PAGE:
People don’t do mathematics because it’s useful. They do it because it’s interesting … The point of a measurement problem is not what the measurement is; it’s how to figure out what it is.
He ultimately offers several pieces of advice on engaging with math:
- The best problems are your own. Mathematical reality is yours — it’s in your head for you to explore any time you feel like it… Don’t be afraid that you can’t answer your own questions — that’s the natural state of the mathematician.
- Collaborate. Work together and share the joys and frustrations. It’s a lot like playing music together.
- Improve your proofs. Just because you have an explanation doesn’t mean it’s the best explanation. Can you eliminate any unnecessary clutter or complexity? Can you find an entirely different approach that gives you deeper insight? Prove, prove, and prove again. Painters, sculptors, and poets do the same thing.
- Let a problem take you where it takes you. If you come across a river in the jungle, follow it!
- Critique your work. Subject your arguments to scathing criticism by yourself and others. That’s what all artists do, especially mathematicians… For a piece of mathematics to fully qualify as such, it has to stand up to two very different kids of criticism: it must be logically sound and convincing as a rational argument, and it must also be elegant, revelatory, and emotionally satisfying. [But don’t] worry about trying to hold yourself to some impossibly high standard of aesthetic excellence.
Lockhart elaborates on the latter point with a poignant reflection that applies to math just as much as it does to life itself:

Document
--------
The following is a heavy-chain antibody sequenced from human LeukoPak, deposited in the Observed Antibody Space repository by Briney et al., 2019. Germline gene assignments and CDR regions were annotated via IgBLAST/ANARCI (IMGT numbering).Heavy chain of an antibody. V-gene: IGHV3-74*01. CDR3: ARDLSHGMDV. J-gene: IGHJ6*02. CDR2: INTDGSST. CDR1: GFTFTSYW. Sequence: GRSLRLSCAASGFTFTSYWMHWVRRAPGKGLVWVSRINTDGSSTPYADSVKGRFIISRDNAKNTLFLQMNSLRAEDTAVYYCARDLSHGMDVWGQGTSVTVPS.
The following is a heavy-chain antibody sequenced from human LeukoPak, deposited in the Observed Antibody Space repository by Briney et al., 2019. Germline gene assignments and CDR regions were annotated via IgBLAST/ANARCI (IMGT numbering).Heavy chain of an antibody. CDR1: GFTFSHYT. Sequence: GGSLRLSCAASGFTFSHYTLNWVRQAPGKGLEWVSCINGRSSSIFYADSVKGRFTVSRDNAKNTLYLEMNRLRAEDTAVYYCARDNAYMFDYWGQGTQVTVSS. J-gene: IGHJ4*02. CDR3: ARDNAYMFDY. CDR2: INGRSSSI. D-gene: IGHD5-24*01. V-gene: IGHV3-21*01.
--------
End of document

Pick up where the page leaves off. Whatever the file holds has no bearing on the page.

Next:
Part of the problem is that we are so concerned with our ideas being simple and beautiful that when we do have a pretty idea, we want so much to believe it. We want it to be true so badly that we don’t always give it the careful scrutiny that we should read. It’s the mathematical version of ‘rapture of the deep.’ Divers see beautiful sights that they forget to come up for air. Well, logic is our air, and careful reasoning is how we breathe.
Indeed, much of math sounds an awful lot like the art of living itself: Take for instance, that same old fear of failure that often stands in the way of creativity, which also holds us back from immersing ourselves in the art of figuring things out:
The important thing is not to be afraid. So you try some crazy idea, and it doesn’t work. That puts you in some pretty good company! Archimedes, Gauss, you and I — we’re all groping our way through mathematical reality, trying to understand what is going on, making guesses, trying out ideas, mostly failing. And then every once in a while, you succeed… And that feeling of unlocking an eternal mystery is what keeps you going back to the jungle to get scratched up all over again.
Here’s a little teaser for the whimsical jungle of mathematical reality and the logical aesthetic of math:
Measurement, from Harvard University Press, comes seven years after Lockhart’s exquisite critique of math’s tragic fate in contemporary education, A Mathematician’s Lament: How School Cheats Us Out of Our Most Fascinating and Imaginative Art Form.
Published September 25, 2012